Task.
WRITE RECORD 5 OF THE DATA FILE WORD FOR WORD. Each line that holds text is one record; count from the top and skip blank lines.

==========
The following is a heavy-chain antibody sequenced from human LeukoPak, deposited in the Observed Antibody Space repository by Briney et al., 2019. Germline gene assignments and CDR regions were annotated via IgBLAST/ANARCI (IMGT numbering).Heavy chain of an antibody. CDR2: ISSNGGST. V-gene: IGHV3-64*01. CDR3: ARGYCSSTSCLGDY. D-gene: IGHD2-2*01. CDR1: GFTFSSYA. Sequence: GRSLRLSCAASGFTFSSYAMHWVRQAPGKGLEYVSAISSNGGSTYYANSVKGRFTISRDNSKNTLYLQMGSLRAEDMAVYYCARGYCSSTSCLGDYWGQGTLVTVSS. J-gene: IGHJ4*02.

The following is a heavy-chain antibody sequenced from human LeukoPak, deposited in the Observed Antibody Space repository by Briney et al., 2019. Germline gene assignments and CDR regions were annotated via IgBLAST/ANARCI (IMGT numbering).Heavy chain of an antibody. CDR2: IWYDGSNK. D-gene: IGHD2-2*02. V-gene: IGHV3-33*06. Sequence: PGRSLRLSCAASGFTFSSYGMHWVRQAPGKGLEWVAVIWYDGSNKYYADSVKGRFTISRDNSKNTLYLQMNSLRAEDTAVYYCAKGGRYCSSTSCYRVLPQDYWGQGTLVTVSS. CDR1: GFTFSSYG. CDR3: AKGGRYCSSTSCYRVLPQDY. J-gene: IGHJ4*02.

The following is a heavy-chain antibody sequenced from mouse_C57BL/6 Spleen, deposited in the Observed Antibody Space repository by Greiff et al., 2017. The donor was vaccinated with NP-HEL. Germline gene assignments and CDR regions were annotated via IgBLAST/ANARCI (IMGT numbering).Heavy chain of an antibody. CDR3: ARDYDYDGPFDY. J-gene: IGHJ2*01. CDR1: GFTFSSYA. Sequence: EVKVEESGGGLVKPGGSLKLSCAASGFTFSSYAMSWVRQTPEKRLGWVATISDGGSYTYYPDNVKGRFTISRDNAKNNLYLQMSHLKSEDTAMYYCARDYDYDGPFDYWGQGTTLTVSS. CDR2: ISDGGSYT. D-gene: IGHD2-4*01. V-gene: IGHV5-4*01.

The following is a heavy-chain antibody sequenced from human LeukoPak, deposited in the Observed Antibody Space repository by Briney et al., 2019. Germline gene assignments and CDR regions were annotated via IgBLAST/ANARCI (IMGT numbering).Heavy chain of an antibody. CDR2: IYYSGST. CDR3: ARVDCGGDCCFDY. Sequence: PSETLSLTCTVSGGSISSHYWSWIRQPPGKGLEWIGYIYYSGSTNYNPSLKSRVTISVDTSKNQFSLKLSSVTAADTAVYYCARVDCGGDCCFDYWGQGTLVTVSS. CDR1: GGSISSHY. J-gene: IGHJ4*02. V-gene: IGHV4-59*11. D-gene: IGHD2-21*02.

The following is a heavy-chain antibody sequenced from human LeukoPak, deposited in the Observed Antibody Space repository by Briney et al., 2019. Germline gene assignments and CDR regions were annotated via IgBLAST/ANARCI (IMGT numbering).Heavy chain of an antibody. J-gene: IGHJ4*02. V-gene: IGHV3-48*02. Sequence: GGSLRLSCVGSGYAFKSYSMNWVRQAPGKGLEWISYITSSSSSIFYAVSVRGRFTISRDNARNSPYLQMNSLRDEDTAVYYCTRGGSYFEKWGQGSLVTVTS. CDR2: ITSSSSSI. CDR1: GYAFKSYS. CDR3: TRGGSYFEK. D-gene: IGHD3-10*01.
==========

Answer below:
The following is a heavy-chain antibody sequenced from human LeukoPak, deposited in the Observed Antibody Space repository by Briney et al., 2019. Germline gene assignments and CDR regions were annotated via IgBLAST/ANARCI (IMGT numbering).Heavy chain of an antibody. J-gene: IGHJ4*02. V-gene: IGHV3-48*02. Sequence: GGSLRLSCVGSGYAFKSYSMNWVRQAPGKGLEWISYITSSSSSIFYAVSVRGRFTISRDNARNSPYLQMNSLRDEDTAVYYCTRGGSYFEKWGQGSLVTVTS. CDR2: ITSSSSSI. CDR1: GYAFKSYS. CDR3: TRGGSYFEK. D-gene: IGHD3-10*01.